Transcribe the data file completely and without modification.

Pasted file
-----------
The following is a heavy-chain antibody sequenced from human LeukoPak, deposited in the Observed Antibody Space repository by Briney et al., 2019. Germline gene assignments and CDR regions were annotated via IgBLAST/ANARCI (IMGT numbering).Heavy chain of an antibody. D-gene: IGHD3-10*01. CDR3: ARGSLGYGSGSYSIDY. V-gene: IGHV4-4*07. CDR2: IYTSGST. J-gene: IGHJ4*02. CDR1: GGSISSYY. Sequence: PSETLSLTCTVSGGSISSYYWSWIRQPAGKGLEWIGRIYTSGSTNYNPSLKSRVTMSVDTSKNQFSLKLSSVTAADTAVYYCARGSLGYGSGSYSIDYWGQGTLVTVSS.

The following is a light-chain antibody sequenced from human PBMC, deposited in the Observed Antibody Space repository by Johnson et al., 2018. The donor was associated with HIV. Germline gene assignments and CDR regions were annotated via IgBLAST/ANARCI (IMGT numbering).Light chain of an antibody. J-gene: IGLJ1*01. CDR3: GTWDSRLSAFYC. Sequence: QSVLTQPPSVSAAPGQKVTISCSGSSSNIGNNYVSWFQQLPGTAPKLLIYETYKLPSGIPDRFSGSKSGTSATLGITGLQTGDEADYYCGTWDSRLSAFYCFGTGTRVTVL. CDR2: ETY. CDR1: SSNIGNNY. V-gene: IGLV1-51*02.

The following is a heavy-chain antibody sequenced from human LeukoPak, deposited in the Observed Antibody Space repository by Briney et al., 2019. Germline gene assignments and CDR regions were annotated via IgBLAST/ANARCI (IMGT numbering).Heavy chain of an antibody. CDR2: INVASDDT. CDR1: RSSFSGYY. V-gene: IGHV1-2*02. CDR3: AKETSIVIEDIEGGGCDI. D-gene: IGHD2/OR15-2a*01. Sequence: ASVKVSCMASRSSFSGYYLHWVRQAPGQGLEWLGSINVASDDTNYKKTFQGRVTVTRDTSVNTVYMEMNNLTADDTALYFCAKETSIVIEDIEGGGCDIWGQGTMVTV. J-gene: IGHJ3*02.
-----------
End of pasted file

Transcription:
The following is a heavy-chain antibody sequenced from human LeukoPak, deposited in the Observed Antibody Space repository by Briney et al., 2019. Germline gene assignments and CDR regions were annotated via IgBLAST/ANARCI (IMGT numbering).Heavy chain of an antibody. D-gene: IGHD3-10*01. CDR3: ARGSLGYGSGSYSIDY. V-gene: IGHV4-4*07. CDR2: IYTSGST. J-gene: IGHJ4*02. CDR1: GGSISSYY. Sequence: PSETLSLTCTVSGGSISSYYWSWIRQPAGKGLEWIGRIYTSGSTNYNPSLKSRVTMSVDTSKNQFSLKLSSVTAADTAVYYCARGSLGYGSGSYSIDYWGQGTLVTVSS.

The following is a light-chain antibody sequenced from human PBMC, deposited in the Observed Antibody Space repository by Johnson et al., 2018. The donor was associated with HIV. Germline gene assignments and CDR regions were annotated via IgBLAST/ANARCI (IMGT numbering).Light chain of an antibody. J-gene: IGLJ1*01. CDR3: GTWDSRLSAFYC. Sequence: QSVLTQPPSVSAAPGQKVTISCSGSSSNIGNNYVSWFQQLPGTAPKLLIYETYKLPSGIPDRFSGSKSGTSATLGITGLQTGDEADYYCGTWDSRLSAFYCFGTGTRVTVL. CDR2: ETY. CDR1: SSNIGNNY. V-gene: IGLV1-51*02.

The following is a heavy-chain antibody sequenced from human LeukoPak, deposited in the Observed Antibody Space repository by Briney et al., 2019. Germline gene assignments and CDR regions were annotated via IgBLAST/ANARCI (IMGT numbering).Heavy chain of an antibody. CDR2: INVASDDT. CDR1: RSSFSGYY. V-gene: IGHV1-2*02. CDR3: AKETSIVIEDIEGGGCDI. D-gene: IGHD2/OR15-2a*01. Sequence: ASVKVSCMASRSSFSGYYLHWVRQAPGQGLEWLGSINVASDDTNYKKTFQGRVTVTRDTSVNTVYMEMNNLTADDTALYFCAKETSIVIEDIEGGGCDIWGQGTMVTV. J-gene: IGHJ3*02.